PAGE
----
Justin Vela

Zorlu targets renewables and coal over gas // Platts

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Published by Platts Energy in East Europe / ISSUE 264 / May 3, 2013

Justin Vela, Istanbul

Turkish independent power producer Zorlu Enerji is focusing its investments in renewables and coal to create a more balanced generation mix and reduce the impact of rising gas prices on its gas heavy portfolio. The third biggest of five electricity producers listed on the Istanbul Stock Exchange, Zorlu Enerji saw its operational profit eroded in 2012 for the second year running by gas prices rising faster than electricity prices.

The energy arm of the Zorlu Group posted a net profit of TRY 589 million last year on the back of a 19.9% rise in revenues to TRY 525 million but only because of a one- off gain of TRY 756 million from a reversal of losses as a result of the transfer of its stake in its Russian gas- fired power plant venture Rosmiks to its parent company last December. It was still a major improvement on 2011, when it reported a net loss of TRY 407 million.

“We don’t build our strategy only on gas prices, but focus on long term strategy in a broader perspective,” Ali Kindap, the company’s deputy general manager told Platts in an interview. With a goal to more than double its installed capacity at home and abroad to 1,500 MW by 2017, Zorlu is doing its best to “meet increasing energy demand in Turkey and globally in a rational and environmentally compliant manner,” said Sinan Ak, the company’s chief executive.

Zorlu currently has a total installed capacity of 771 MW with a portfolio of five natural gas power plants totalling 493 MW and a 135-MW wind park in Turkey and a 6-MW wind park in Pakistan. It also now has 142.6 MW through Zorlu Dogal Elektrik, acquired from its parent last year, comprising 112.6 MW at seven hydropower plants, one 15-MW geothermal power plant, and one inactive 15-MW diesel oil-fired plant. It is also involved in natural gas trade and distribution operations in the west and south of the country.

Currently its natural gas assets accounts for 65% of its total production capacity with renewable energy capacity equating to about 35%, Ak said, consisting of 262.6 MW of wind, hydroelectric, and geothermal resources.

This is, however, set to change, with the company, most notably looking to become a leader in geothermal energy. “Our country has a target to reach 600 MW of geothermal capacity by 2023 and Zorlu Enerji aims to produce half of this capacity,” Ak said.

Its single most intriguing investment is the Kizildere geothermal power project in the southwestern province of Denizli, which it aims to expand into Turkey’s largest such plant. It already possesses 30-year operational rights for a 15-MWe plant but plans to increase capacity to 95 MWe. The 80-MWe project referred to as Kilildere II will comprise a 60-MWe flash plant and 20-MWe bottoming cycle plant, with average annual production of 575 GWh. Construction began in 2011 and is expected to be completed by the third quarter of 2013. Construction work is being carried out by its in-house engineers with the steam turbine supplied by Sumitomo Corporation and manufactured by Fuji and bottoming cycle equipment supplied by TAS Energy.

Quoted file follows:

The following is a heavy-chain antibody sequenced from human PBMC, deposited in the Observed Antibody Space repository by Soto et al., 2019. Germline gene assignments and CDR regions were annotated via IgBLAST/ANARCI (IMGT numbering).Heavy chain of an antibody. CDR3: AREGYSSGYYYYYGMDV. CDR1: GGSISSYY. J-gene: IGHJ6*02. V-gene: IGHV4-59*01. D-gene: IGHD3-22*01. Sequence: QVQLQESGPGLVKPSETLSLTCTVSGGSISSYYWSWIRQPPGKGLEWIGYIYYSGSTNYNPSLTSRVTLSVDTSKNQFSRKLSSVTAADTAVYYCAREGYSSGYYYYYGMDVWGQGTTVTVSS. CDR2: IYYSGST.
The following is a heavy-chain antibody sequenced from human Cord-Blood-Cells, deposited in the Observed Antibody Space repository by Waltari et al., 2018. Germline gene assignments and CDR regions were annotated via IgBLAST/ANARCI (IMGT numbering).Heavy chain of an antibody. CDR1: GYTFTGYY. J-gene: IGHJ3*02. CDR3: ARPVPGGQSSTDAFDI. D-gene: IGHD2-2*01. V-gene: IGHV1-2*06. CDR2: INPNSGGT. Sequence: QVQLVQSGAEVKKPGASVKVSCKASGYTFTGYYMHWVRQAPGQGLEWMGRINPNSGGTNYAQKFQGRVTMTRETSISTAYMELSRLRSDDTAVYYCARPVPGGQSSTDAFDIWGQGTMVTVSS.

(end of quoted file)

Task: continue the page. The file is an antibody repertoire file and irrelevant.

The estimated cost for the Kizildere II project is over $200 million. The project is financed with support from two Turkish banks – Akbank and Garanti Bankasi. All licenses have been obtained and issued by the Energy Marketing Regulatory Authority. The power generated will be sold to the grid at a current feed-in tariff for geothermal energy of $0.105 per kWh.

According to Ak, drilling work for another geothermal power plant is ongoing in the Western Alasehir district, where Zorlu holds a license for a 30-MWe plant. Drilling for another geothermal plant in Simav, also located in Turkey’s Western Aegean region, is expected to begin this year.

Zorlu is not only focused on geothermal energy and natural gas. Its 135-MW Gokcedag wind farm in the southern province of Osmaniye has generated electricity at full capacity since 2010. Zorlu has generation licenses for two more wind power projects in Osmaniye province: a 50-MW park near the city of Saritepe and a 60-MW project in Demirciler.

In terms of further conventional thermal power capacity, Zorlu Enerji currently favours coal over gas, its chief executive told a conference in Istanbul in late April. Zorlu has postponed its plans to build a gas-fired plant in the country and instead will finalize an investment decision this year for a plant firing on domestic coal, with a maximum capacity of 1,000 MW, Ak said. That investment may cost more than $1 billion, he said, and Zorlu is in talks with Japanese and South Korean equipment suppliers.

Ak said that new capacity firing on coal made more economic sense than a similar plant firing on imported gas in a market showing signs of heating up. Central bank policies aimed at slowing inflation and reducing the current-account deficit have reduced electricity demand and created a surplus as new plants are added to the grid, Ak explained. “This is causing investors to be cautious about new investments, especially on gas-fired plants,” Ak said.

According to Turkey’s energy minister Taner Yildiz the power surplus was about 4,500 MW last year, or 7.8% of total capacity, and that figure may double to as much as 10,000 MW this year, Ak said.


Written by Justin Vela

May 3, 2013 at 10:20 am

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